The Skeptical Teacher

Musings of a science teacher & skeptic in an age of woo.

Posts Tagged ‘radiation’

“Doctor” Oz Fails at Medicine AND Physics as He Pushes Cell Phone Fear-Mongering

Posted by mattusmaximus on December 18, 2013

This recent silliness by “Doctor” Oz came to my attention: apparently, during a recent show he took seriously the notion that women shouldn’t carry cell phones in their bras because it could give them breast cancer.  My skeptical colleague Dr. David Gorski at Science-Based Medicine summarizes Oz’s idiocy and fear-mongering here…

… The story aired on December 6 and was entitled Why You Should Keep Your Cell Phone Out of Your Bra. The entire segment, lasting ten minutes or so, is one blatant piece of fear mongering. Even by the usual low standards of a typical Dr. Oz segment, this one was bad. How bad? I’ll give you a taste. Let me start just by asking what you might expect in a segment claiming a link between an environmental exposure of some sort and a specific cancer? You’d expect some actual scientific evidence, wouldn’t you? Some epidemiology, perhaps, showing that women who hold their cell phones in their bras have a higher risk of breast cancer, perhaps with some relative risks that were at least statistically significant. You might expect some scientific evidence suggesting why the proposed mechanism is plausible. You might even expect that there would be convincing (or at least suggestive) evidence that women who put their cell phones in their bras, when they develop breast cancer, develop it more frequently on the side where they stick their cell phone. These would be reasonable things to expect that, even though they wouldn’t be convincing proof, would at least raise concerns.

There was none of that at all. Zero. Nada. Zip. In fact, I was shocked at how evidence-free this whole segment was. Usually Oz at least tries to slather a patina of scientific evidence on his pseudoscience. OK, maybe not usually, but he does at least sometimes try when he’s not doing a story on alternative medicine, “complementary and alternative medicine,” or “integrative medicine,” anyway. Not here. It’s as if Dr. Oz’s producers weren’t even trying for this one. …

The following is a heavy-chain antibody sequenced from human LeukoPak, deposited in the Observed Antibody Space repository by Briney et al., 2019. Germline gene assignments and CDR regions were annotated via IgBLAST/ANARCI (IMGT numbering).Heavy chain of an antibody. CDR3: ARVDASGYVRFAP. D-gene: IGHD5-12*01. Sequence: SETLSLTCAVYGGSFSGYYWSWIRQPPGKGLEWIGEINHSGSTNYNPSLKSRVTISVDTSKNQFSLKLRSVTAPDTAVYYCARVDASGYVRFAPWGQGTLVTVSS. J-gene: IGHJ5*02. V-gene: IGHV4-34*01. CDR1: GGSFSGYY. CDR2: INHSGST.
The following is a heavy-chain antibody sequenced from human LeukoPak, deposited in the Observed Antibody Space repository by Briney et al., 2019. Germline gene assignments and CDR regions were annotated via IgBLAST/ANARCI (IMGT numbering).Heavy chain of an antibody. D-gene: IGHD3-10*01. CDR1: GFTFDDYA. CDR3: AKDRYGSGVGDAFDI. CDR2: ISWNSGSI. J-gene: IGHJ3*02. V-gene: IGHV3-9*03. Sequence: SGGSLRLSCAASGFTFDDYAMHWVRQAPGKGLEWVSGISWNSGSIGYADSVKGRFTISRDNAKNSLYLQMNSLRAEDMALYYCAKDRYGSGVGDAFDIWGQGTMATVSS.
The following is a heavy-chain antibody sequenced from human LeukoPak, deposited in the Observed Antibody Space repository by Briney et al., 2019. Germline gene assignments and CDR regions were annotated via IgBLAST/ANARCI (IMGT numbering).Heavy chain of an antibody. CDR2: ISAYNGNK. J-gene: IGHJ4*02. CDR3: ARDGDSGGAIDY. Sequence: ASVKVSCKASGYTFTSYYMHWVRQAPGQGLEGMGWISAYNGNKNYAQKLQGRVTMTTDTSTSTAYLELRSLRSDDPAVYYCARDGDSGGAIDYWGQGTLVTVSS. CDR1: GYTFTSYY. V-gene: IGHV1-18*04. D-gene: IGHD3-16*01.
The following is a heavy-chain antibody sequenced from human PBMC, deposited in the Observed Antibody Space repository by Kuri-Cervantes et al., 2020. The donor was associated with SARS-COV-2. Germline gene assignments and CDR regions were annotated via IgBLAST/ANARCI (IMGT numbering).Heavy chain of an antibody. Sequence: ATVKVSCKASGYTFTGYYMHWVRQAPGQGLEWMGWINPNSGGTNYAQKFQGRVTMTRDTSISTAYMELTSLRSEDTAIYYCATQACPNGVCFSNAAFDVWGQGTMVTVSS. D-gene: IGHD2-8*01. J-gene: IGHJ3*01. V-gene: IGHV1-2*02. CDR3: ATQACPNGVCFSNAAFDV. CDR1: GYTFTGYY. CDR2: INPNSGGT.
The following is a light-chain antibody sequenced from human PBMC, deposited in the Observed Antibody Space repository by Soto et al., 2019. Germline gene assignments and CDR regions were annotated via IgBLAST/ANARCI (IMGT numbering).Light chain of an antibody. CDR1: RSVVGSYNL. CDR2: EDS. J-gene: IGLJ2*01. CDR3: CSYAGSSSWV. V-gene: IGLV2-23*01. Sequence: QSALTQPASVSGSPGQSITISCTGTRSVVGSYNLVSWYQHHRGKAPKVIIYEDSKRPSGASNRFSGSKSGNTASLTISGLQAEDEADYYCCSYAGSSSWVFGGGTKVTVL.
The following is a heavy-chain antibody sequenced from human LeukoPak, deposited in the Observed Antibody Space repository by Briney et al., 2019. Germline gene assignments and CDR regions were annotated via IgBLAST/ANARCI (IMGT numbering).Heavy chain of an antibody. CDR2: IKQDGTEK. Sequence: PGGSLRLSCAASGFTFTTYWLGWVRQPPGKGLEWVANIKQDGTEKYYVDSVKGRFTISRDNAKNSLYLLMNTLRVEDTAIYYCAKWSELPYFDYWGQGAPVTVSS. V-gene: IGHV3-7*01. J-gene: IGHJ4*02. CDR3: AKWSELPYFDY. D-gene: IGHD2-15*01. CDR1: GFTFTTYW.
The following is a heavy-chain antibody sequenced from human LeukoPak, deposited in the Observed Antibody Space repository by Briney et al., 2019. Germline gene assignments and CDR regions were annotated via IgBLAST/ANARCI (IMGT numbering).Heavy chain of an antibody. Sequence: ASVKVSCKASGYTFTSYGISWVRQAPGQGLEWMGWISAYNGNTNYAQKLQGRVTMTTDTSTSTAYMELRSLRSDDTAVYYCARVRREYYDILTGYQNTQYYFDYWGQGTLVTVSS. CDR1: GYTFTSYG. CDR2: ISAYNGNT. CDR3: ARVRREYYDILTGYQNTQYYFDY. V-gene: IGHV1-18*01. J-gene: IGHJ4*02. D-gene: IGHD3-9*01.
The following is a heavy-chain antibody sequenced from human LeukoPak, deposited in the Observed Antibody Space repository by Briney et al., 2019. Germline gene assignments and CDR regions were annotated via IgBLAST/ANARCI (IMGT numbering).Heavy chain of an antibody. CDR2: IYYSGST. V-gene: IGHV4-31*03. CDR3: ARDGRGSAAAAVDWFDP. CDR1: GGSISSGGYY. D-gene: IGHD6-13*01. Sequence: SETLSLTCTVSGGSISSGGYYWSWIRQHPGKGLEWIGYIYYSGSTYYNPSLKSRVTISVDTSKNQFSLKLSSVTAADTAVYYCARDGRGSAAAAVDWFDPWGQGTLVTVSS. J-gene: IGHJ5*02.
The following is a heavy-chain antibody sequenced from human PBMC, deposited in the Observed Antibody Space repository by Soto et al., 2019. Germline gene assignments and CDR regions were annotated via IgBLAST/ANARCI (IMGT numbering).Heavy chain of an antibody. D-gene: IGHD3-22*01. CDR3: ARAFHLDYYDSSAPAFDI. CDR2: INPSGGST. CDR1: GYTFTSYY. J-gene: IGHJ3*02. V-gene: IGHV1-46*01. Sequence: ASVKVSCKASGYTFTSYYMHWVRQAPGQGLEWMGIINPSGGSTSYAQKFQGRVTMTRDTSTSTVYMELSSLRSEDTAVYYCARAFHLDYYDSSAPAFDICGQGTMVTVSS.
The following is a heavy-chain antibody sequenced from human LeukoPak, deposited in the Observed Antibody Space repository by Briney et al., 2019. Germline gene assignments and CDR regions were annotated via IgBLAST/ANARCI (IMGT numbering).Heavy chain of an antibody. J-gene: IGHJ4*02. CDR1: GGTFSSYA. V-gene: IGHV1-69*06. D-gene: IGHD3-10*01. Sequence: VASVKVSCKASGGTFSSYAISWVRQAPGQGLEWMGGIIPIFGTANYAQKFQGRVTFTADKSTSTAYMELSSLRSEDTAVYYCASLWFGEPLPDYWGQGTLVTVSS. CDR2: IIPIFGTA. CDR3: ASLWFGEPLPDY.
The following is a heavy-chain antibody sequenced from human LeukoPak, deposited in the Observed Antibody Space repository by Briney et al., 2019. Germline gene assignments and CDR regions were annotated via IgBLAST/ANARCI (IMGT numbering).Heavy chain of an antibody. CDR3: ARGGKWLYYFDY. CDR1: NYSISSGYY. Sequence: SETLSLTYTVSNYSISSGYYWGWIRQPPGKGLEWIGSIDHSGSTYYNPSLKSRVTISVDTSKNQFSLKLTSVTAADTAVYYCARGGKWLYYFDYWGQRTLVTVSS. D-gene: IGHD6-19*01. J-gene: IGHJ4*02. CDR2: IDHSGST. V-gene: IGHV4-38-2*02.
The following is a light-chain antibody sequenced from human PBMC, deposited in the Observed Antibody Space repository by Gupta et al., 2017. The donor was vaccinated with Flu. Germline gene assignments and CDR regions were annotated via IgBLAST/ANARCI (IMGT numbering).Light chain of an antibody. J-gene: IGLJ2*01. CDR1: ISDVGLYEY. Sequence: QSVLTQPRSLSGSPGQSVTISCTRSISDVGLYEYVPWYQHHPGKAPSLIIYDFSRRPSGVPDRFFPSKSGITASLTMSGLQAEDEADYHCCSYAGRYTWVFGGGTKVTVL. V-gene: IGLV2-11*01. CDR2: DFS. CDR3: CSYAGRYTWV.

If you want a good analysis that thrashes the hell out of Oz’s claims from a medical perspective, definitely read through all of Dr. Gorski’s blog post.  Seeing as how I’m not a medical doctor, I won’t rehash his analysis here; but I am a physics professor, so what I can do is go through the basic physics of why it is implausible that cell phones are even physically capable of causing cancer.  In fact, I’ve written numerous posts on this topic already…

Electromagnetic Fields & Cancer Myths

This first post is probably the most thorough on the fundamental physics of how electromagnetic radiation/waves (also known as light) are generated and propagate; also included is a basic primer on the different kinds of EM waves, the EM spectrum, what role frequency and energy of light play in these issues, and the all important difference between ionizing and non-ionizing radiation.  Here’s the upshot: cell phones emit non-ionizing (i.e. non-cancer causing) radiation.

Maine Legislator Pushes Cell Phone-Cancer Woo

This article about a hysterical politician in Maine points out the implications of allowing basic scientific literacy to be trumped by the kind of psuedoscience and fear-mongering propagated by “Doctor” Oz and his ilk.

Cell Phones STILL Don’t Cause Cancer

Just a more up-to-date article outlining some more research from the Institute of Cancer Epidemiology in Denmark after it looked at more than 350,000 people with mobile phones over an 18-year period.  Conclusion: even while looking for supposed long-term negative effects, none were found.

 

Posted in environmental hysteria, media woo, physics denial/woo, Uncategorized | Tagged: , , , , , , , , , , , , , , , , , , , , , , , , , , , , , , , , , , | 1 Comment »

Cell Phones STILL Don’t Cause Cancer

Posted by mattusmaximus on November 1, 2011

Okay, I’ve said it before, and no doubt I will have to say it again, but here goes… there is no causal connection between cell phone use and cancer!  Not only is it physically implausible, but there is no solid research showing such a connection; in fact, the research shows quite the opposite, as evidenced by this recent article from the BBC News…

Mobile phone brain cancer link rejected

By Nick Triggle Health correspondent, BBC News

man uses phone
Mobile phone safety has been much debated over the past two decades

Further research has been published suggesting there is no link between mobile phones and brain cancer.

The risk mobiles present has been much debated over the past 20 years as use of the phones has soared.

The latest study led by the Institute of Cancer Epidemiology in Denmark looked at more than 350,000 people with mobile phones over an 18-year period.

Researchers concluded users were at no greater risk than anyone else of developing brain cancer.

The findings, published on the British Medical Journal website, come after a series of studies have come to similar conclusions. …

Posted in environmental hysteria, physics denial/woo | Tagged: , , , , , , , , , , , , , , , , , , , , , , , , , , , | 1 Comment »